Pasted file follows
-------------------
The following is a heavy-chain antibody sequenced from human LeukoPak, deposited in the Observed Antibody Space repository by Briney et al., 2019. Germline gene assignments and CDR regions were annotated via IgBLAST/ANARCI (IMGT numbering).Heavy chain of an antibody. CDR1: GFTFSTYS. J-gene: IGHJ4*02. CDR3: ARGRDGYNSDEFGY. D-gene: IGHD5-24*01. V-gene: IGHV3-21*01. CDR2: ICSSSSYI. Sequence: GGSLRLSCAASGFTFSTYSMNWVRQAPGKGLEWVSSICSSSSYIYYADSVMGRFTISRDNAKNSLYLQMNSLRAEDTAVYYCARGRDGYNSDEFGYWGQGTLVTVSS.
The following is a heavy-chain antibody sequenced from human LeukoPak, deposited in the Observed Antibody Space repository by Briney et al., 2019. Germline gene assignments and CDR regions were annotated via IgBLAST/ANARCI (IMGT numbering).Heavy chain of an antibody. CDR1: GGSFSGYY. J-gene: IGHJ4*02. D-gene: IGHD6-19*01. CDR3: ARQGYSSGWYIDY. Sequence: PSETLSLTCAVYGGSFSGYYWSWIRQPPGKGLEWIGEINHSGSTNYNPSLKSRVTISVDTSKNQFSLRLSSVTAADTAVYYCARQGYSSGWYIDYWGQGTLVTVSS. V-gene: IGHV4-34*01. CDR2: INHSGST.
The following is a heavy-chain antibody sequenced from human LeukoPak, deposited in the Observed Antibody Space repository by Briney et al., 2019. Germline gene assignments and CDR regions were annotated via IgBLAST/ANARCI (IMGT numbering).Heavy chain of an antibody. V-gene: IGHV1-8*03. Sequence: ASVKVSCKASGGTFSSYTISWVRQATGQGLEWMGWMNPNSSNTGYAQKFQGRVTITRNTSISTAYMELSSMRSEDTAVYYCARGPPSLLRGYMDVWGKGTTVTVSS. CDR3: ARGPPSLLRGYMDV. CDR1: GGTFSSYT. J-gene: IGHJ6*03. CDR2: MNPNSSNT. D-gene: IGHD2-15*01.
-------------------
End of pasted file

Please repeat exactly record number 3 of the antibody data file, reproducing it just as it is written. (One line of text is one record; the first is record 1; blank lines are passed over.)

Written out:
The following is a heavy-chain antibody sequenced from human LeukoPak, deposited in the Observed Antibody Space repository by Briney et al., 2019. Germline gene assignments and CDR regions were annotated via IgBLAST/ANARCI (IMGT numbering).Heavy chain of an antibody. V-gene: IGHV1-8*03. Sequence: ASVKVSCKASGGTFSSYTISWVRQATGQGLEWMGWMNPNSSNTGYAQKFQGRVTITRNTSISTAYMELSSMRSEDTAVYYCARGPPSLLRGYMDVWGKGTTVTVSS. CDR3: ARGPPSLLRGYMDV. CDR1: GGTFSSYT. J-gene: IGHJ6*03. CDR2: MNPNSSNT. D-gene: IGHD2-15*01.